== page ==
The contributors to this collaborative research project examine various developments in Tunisia from the perspective of their disciplinary specialty and research focus. Collectively, the project seeks not only to identify and better understand trends that characterize the country’s uneasy transition, but also to investigate the extent to which these complex changes are locking Tunisia in a permanent state of fragility and what such predicament means for the country. The individual inquiries relate to Tunisia between changing geopolitical realities and the region’s persistent authoritarianism, power politics and (in)governmentality, the evolving faces of political Islam, the National Labor Union as a socio-political player, the reinvigorated civil society, contestation and state-society relationship, national memory and transitional justice, women rights and civil liberties, growing economic and security challenges, youth involvement and identity politics, cultural reconfigurations of the secular and the religious, and newly-acquired freedoms and changing media dynamics.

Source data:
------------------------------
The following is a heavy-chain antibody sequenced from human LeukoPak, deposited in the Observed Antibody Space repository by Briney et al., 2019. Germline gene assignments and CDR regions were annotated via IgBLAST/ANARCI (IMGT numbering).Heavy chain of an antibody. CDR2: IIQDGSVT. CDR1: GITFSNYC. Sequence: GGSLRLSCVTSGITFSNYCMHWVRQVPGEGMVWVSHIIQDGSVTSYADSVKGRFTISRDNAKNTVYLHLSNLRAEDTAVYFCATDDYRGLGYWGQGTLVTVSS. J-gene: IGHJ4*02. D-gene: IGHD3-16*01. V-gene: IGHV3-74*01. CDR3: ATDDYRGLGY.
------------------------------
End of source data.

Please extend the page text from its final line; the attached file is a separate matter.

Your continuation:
A number of scholars and experts were invited to take part in this CIRS research project and to provide in-depth critical analysis of the aforementioned topics. CIRS plans to publish the outcome of this timely research in a collaborative volume.
Article by Mohamed Zayani, Professor at GU-Q.